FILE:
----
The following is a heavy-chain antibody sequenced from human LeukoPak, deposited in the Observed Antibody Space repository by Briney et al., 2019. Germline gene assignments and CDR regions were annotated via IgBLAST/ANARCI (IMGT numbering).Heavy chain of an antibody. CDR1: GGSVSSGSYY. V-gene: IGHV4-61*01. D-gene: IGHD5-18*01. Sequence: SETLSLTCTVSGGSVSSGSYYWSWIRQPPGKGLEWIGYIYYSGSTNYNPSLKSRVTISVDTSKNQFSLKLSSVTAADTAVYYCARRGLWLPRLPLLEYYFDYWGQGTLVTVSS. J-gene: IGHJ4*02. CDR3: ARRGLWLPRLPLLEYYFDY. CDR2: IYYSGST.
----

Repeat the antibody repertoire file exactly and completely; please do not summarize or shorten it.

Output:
The following is a heavy-chain antibody sequenced from human LeukoPak, deposited in the Observed Antibody Space repository by Briney et al., 2019. Germline gene assignments and CDR regions were annotated via IgBLAST/ANARCI (IMGT numbering).Heavy chain of an antibody. CDR1: GGSVSSGSYY. V-gene: IGHV4-61*01. D-gene: IGHD5-18*01. Sequence: SETLSLTCTVSGGSVSSGSYYWSWIRQPPGKGLEWIGYIYYSGSTNYNPSLKSRVTISVDTSKNQFSLKLSSVTAADTAVYYCARRGLWLPRLPLLEYYFDYWGQGTLVTVSS. J-gene: IGHJ4*02. CDR3: ARRGLWLPRLPLLEYYFDY. CDR2: IYYSGST.